Riding Moody Mountain (Maine) in December

Here’s what it’s like to ride a bicycle in the woods in December in Maine right now. There is no snow at all- the ground is not even frozen, after a few days of 40-50 degree temps. Here’s the map of the ride:screenshot
First, I’m out of the driveway on pavement, heading south 1.3 miles toward Moody Pond- a pristine, trout stocked gem, that has NO cottages of houses on the shores. I look left over the pond and see the Camden Hills in the distance, some 5 miles away.
Then a right turn and a steep climb up Moody Mountain Road, which you can see on the elevation profile, from Strava. screenshot 3 When I first moved here, this road was gravel, when my neighbor Andy Hazen was recruited to haul several cars out of the ditches that had skidded off when it iced over. There was also deep March mud in the low section right after the climb. I’m definitely in low gear now.
After a brief downhill at the 2 mile mark where I catch my breath, I’m turning onto French Road South, a gravel road that accesses my friend Steve’s property, some 100+ acres of woods. Steve has allowed me to ride around back there, something I have not been able to do for over a month now, due to deer hunters who make it dangerous to be out in the woods. People get shot by mistake and die every Maine hunting season, and this year has been no exception.
There’s a locked gate off the French Road that I slip under and then ascend again on a logging road to continue the 3/4 mile climb to the high point of the ride, reaching 800 feet in elevation. There’s the Moody Mt. Ridge to the right, but the overgrown woods are too thick to get up there. Here, I begin a 2.5 mile descent, after I cut left into a hidden entrance to a narrow bike path that I’ve maintained that links up to a marked snowmobile trail that meanders through Steve’s land until it rejoins the abandoned section of the French Road. I love this part of the ride.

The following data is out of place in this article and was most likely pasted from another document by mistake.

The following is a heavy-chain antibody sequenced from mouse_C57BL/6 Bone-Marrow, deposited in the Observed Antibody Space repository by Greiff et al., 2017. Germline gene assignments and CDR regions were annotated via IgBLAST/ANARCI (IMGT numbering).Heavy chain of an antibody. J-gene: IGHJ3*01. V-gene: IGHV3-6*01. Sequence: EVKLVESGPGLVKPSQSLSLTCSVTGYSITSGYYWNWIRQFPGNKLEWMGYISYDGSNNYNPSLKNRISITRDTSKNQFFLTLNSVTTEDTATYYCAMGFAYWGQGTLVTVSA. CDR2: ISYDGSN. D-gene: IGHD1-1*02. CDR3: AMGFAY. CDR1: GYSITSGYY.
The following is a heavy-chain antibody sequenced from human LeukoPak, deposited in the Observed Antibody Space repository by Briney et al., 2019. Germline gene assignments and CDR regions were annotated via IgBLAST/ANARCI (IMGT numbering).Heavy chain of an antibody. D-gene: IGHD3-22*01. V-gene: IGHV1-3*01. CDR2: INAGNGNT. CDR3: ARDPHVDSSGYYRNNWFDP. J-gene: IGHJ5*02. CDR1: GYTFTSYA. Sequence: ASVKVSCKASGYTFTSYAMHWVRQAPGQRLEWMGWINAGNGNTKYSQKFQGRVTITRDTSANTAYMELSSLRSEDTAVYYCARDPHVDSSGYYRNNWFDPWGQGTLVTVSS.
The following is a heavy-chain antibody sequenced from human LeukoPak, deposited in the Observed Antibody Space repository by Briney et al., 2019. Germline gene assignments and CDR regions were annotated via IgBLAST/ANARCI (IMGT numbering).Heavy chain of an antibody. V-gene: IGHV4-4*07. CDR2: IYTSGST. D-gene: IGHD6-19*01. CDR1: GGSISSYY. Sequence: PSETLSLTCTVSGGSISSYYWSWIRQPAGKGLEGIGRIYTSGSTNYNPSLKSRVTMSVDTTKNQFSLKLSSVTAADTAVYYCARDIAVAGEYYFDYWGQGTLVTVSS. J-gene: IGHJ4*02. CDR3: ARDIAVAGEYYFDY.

Keeping up my speed, I ride through an abandoned logging yard on the FR into the forest again, churning my way through two mud pits and braking over two steep sections of ledge until I reach the biggest challenge of the ride, a rocky stream that is perpetually running, one that has been impossible for me to ride through, until I cleared it on the Pugsley. All the time, all wet Those low pressure 4” tires deform over the obstructing rocks, with the knobby lugs on the Nates gripping enough for me to crank through.
From here, I’m running on a lumpy old woods road where (unfortunately) my access for some really good riding has been cut off for about 10 years now, due to a new landowner. So, I’ve maintained another hidden linkage of trail that brings me out on the French Road North, a well-traveled gravel road that leads past some real back country houses that puts me on the Muzzy Ridge Road, the low point just past 5 miles on the elevation profile.